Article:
Is the big shift to the right coming now?

BrusselsFormer EU Commissioner and Brexit negotiator Michel Barnier is currently causing a lot of irritation in Brussels: Barnier, who wants to run as the Republican candidate against the incumbent French President Emmanuel Macron, demanded at a party event in Nimes that France must “maintain its legal sovereignty “Bring back” from the EU “in order to no longer be subject to the judgments of the Court of Justice of the European Union and the European Court of Human Rights”. The 70-year-old Barnier, who worked more or less his entire career in politics and spent a large part of it in EU services in Brussels, has so far been considered a staunch pro-EU man. As chief negotiator for the UK’s exit, he defended the values ​​of the EU with firmness and determination. This included defending EU law, where Barnier did not step back an iota from his position.

The fact that he had now apparently moved to the camp of EU opponents, as some Brussels colleagues speculate according to the magazine Politico, surprised many who know him: Barnier is considered to be principled and had previously given the impression of the principles for which he was fighting to believe too. It was all the more upset in Brussels when a Barnier tried to appease him and declared that Barnier’s statement only referred to migration policy. But it was precisely this “cherry picking” that Barnier refused to give the British.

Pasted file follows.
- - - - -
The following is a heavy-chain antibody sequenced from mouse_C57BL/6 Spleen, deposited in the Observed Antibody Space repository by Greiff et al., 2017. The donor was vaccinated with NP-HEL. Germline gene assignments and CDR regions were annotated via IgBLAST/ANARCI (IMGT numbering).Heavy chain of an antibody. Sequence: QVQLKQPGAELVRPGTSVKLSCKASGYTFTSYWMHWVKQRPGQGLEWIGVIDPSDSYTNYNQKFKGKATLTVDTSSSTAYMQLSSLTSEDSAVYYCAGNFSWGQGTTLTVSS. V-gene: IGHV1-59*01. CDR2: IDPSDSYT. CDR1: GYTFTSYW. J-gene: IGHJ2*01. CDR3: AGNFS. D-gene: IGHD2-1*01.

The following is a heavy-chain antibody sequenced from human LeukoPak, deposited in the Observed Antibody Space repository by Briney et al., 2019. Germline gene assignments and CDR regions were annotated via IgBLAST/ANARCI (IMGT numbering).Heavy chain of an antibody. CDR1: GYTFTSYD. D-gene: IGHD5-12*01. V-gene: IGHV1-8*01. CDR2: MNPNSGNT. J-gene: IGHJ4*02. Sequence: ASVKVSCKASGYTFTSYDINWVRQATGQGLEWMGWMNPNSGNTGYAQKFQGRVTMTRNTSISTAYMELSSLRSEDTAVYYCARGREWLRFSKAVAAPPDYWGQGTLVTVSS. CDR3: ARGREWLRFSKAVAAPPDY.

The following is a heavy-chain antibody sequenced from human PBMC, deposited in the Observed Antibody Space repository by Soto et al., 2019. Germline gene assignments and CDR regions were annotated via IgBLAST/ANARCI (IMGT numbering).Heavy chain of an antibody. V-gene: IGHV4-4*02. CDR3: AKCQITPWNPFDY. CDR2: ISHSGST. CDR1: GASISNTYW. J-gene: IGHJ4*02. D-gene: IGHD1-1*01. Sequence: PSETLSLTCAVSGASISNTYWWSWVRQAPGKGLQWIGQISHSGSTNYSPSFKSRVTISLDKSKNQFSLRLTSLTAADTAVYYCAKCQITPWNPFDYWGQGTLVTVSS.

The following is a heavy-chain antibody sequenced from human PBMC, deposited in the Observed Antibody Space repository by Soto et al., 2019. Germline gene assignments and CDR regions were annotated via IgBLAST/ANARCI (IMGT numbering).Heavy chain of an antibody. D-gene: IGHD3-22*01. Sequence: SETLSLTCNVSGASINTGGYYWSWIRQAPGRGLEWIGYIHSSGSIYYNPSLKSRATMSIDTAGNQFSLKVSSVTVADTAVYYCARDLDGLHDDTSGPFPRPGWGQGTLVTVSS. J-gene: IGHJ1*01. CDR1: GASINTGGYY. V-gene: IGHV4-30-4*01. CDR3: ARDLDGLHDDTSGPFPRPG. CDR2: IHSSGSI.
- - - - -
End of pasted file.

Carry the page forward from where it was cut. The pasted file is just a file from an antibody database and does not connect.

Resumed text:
However, Barnier is allowed to pursue a completely different calculation: Marine Le Pen has the historic chance to take power in Paris with her right-wing extremists. The hairs of the establishments in Brussels and Paris are already on end. The situation is so serious that Barnier has adopted a right-wing populist argument to prevent the shift to the right. Nobody believes that he believes it himself. Damage is still being done: The EU must currently give everything to keep its line of struggle against Poland and Hungary. Here Barnier’s statements should have been received with satisfaction, recycling in the national context is foreseeable.

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